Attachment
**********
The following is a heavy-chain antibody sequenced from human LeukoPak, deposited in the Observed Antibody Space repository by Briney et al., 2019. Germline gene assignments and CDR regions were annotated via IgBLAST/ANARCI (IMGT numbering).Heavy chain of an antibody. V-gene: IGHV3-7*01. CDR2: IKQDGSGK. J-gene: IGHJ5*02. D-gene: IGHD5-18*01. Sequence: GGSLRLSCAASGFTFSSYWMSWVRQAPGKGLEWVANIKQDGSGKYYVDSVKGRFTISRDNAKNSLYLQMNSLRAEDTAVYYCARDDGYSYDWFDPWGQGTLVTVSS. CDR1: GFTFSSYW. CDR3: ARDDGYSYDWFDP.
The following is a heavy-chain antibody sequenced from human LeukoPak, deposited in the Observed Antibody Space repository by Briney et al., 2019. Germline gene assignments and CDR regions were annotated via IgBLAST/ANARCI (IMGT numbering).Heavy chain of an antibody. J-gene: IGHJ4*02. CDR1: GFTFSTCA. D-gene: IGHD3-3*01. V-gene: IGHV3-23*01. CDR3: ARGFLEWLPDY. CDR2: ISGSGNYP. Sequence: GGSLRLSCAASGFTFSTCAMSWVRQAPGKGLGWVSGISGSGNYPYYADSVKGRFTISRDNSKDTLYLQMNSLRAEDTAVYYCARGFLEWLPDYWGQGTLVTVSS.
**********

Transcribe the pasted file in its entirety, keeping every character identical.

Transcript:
The following is a heavy-chain antibody sequenced from human LeukoPak, deposited in the Observed Antibody Space repository by Briney et al., 2019. Germline gene assignments and CDR regions were annotated via IgBLAST/ANARCI (IMGT numbering).Heavy chain of an antibody. V-gene: IGHV3-7*01. CDR2: IKQDGSGK. J-gene: IGHJ5*02. D-gene: IGHD5-18*01. Sequence: GGSLRLSCAASGFTFSSYWMSWVRQAPGKGLEWVANIKQDGSGKYYVDSVKGRFTISRDNAKNSLYLQMNSLRAEDTAVYYCARDDGYSYDWFDPWGQGTLVTVSS. CDR1: GFTFSSYW. CDR3: ARDDGYSYDWFDP.
The following is a heavy-chain antibody sequenced from human LeukoPak, deposited in the Observed Antibody Space repository by Briney et al., 2019. Germline gene assignments and CDR regions were annotated via IgBLAST/ANARCI (IMGT numbering).Heavy chain of an antibody. J-gene: IGHJ4*02. CDR1: GFTFSTCA. D-gene: IGHD3-3*01. V-gene: IGHV3-23*01. CDR3: ARGFLEWLPDY. CDR2: ISGSGNYP. Sequence: GGSLRLSCAASGFTFSTCAMSWVRQAPGKGLGWVSGISGSGNYPYYADSVKGRFTISRDNSKDTLYLQMNSLRAEDTAVYYCARGFLEWLPDYWGQGTLVTVSS.